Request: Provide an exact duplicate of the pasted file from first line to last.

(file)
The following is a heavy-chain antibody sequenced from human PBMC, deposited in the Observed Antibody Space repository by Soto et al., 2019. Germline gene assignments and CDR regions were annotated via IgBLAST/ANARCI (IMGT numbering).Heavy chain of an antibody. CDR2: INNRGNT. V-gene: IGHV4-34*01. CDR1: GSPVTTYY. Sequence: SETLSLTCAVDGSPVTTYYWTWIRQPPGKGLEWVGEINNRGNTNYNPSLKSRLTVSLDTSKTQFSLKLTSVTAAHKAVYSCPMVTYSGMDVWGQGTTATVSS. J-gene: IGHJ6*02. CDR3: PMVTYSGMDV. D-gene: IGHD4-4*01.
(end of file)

The following is a heavy-chain antibody sequenced from human PBMC, deposited in the Observed Antibody Space repository by Soto et al., 2019. Germline gene assignments and CDR regions were annotated via IgBLAST/ANARCI (IMGT numbering).Heavy chain of an antibody. CDR2: INNRGNT. V-gene: IGHV4-34*01. CDR1: GSPVTTYY. Sequence: SETLSLTCAVDGSPVTTYYWTWIRQPPGKGLEWVGEINNRGNTNYNPSLKSRLTVSLDTSKTQFSLKLTSVTAAHKAVYSCPMVTYSGMDVWGQGTTATVSS. J-gene: IGHJ6*02. CDR3: PMVTYSGMDV. D-gene: IGHD4-4*01.